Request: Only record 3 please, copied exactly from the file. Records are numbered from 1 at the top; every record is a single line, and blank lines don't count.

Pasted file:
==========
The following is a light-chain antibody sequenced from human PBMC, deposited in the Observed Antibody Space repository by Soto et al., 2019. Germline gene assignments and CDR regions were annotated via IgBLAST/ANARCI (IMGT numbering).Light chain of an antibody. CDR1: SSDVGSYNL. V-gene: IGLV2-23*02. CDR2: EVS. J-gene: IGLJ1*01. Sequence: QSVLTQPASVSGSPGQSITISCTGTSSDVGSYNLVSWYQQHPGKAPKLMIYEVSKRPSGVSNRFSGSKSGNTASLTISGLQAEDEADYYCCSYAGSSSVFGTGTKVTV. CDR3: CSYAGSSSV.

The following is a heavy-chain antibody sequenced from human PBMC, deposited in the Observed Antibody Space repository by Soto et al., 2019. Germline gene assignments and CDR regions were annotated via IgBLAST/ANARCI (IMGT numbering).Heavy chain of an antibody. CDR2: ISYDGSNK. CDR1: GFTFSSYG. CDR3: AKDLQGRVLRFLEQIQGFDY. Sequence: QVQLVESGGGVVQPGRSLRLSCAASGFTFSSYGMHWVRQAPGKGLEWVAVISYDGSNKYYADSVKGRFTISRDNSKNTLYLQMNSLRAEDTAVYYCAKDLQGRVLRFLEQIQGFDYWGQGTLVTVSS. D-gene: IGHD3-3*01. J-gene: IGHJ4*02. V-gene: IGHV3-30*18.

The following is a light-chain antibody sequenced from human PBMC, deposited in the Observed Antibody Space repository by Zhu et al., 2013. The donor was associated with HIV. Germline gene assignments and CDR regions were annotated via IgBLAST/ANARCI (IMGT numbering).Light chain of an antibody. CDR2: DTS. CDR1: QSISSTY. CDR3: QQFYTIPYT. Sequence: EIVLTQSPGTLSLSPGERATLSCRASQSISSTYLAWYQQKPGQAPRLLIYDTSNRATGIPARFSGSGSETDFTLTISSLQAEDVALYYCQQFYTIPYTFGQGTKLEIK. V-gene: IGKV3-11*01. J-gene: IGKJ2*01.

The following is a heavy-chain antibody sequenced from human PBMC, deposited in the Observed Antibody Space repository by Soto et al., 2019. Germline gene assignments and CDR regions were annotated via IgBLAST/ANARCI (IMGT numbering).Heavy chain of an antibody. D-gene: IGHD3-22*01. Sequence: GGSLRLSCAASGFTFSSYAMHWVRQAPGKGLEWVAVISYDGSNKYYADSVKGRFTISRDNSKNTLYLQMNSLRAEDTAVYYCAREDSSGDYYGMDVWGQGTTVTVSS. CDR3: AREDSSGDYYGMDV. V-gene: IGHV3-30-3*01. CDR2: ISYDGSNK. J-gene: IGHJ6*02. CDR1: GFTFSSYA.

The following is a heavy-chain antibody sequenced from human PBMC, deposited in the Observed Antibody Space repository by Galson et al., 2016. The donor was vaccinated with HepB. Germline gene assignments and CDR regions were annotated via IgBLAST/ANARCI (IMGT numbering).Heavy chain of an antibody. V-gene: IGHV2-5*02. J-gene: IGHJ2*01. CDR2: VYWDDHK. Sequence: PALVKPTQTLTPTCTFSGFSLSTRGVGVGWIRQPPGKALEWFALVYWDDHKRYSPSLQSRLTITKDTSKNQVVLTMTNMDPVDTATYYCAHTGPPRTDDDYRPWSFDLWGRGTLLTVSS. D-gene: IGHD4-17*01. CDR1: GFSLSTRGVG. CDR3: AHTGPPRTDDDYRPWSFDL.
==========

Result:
The following is a light-chain antibody sequenced from human PBMC, deposited in the Observed Antibody Space repository by Zhu et al., 2013. The donor was associated with HIV. Germline gene assignments and CDR regions were annotated via IgBLAST/ANARCI (IMGT numbering).Light chain of an antibody. CDR2: DTS. CDR1: QSISSTY. CDR3: QQFYTIPYT. Sequence: EIVLTQSPGTLSLSPGERATLSCRASQSISSTYLAWYQQKPGQAPRLLIYDTSNRATGIPARFSGSGSETDFTLTISSLQAEDVALYYCQQFYTIPYTFGQGTKLEIK. V-gene: IGKV3-11*01. J-gene: IGKJ2*01.